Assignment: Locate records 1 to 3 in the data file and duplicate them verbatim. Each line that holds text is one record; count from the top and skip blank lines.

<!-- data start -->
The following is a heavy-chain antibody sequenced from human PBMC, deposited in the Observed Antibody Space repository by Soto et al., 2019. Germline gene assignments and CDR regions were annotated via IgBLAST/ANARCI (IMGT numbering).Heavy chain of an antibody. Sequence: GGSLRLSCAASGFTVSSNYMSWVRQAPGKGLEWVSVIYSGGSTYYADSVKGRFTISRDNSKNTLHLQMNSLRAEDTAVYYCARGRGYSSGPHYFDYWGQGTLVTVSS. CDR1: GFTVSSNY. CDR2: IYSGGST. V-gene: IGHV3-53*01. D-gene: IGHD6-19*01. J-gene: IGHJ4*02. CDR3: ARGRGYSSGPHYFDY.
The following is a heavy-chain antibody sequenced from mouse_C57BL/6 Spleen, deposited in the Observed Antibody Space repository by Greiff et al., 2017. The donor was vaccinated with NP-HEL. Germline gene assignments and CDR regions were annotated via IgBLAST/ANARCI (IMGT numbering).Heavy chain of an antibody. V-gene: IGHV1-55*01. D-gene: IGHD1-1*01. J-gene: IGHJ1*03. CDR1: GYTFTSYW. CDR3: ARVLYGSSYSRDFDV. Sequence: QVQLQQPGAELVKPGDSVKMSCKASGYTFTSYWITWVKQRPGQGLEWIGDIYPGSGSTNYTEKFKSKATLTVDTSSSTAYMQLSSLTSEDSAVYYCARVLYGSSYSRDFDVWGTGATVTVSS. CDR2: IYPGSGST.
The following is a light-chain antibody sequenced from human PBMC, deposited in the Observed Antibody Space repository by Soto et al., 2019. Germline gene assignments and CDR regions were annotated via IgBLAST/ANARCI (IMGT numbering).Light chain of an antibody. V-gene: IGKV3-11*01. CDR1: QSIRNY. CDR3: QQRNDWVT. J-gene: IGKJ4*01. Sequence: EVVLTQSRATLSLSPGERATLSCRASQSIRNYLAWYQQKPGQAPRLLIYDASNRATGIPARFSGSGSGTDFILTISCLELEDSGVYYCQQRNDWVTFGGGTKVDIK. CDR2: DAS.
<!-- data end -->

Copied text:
The following is a heavy-chain antibody sequenced from human PBMC, deposited in the Observed Antibody Space repository by Soto et al., 2019. Germline gene assignments and CDR regions were annotated via IgBLAST/ANARCI (IMGT numbering).Heavy chain of an antibody. Sequence: GGSLRLSCAASGFTVSSNYMSWVRQAPGKGLEWVSVIYSGGSTYYADSVKGRFTISRDNSKNTLHLQMNSLRAEDTAVYYCARGRGYSSGPHYFDYWGQGTLVTVSS. CDR1: GFTVSSNY. CDR2: IYSGGST. V-gene: IGHV3-53*01. D-gene: IGHD6-19*01. J-gene: IGHJ4*02. CDR3: ARGRGYSSGPHYFDY.
The following is a heavy-chain antibody sequenced from mouse_C57BL/6 Spleen, deposited in the Observed Antibody Space repository by Greiff et al., 2017. The donor was vaccinated with NP-HEL. Germline gene assignments and CDR regions were annotated via IgBLAST/ANARCI (IMGT numbering).Heavy chain of an antibody. V-gene: IGHV1-55*01. D-gene: IGHD1-1*01. J-gene: IGHJ1*03. CDR1: GYTFTSYW. CDR3: ARVLYGSSYSRDFDV. Sequence: QVQLQQPGAELVKPGDSVKMSCKASGYTFTSYWITWVKQRPGQGLEWIGDIYPGSGSTNYTEKFKSKATLTVDTSSSTAYMQLSSLTSEDSAVYYCARVLYGSSYSRDFDVWGTGATVTVSS. CDR2: IYPGSGST.
The following is a light-chain antibody sequenced from human PBMC, deposited in the Observed Antibody Space repository by Soto et al., 2019. Germline gene assignments and CDR regions were annotated via IgBLAST/ANARCI (IMGT numbering).Light chain of an antibody. V-gene: IGKV3-11*01. CDR1: QSIRNY. CDR3: QQRNDWVT. J-gene: IGKJ4*01. Sequence: EVVLTQSRATLSLSPGERATLSCRASQSIRNYLAWYQQKPGQAPRLLIYDASNRATGIPARFSGSGSGTDFILTISCLELEDSGVYYCQQRNDWVTFGGGTKVDIK. CDR2: DAS.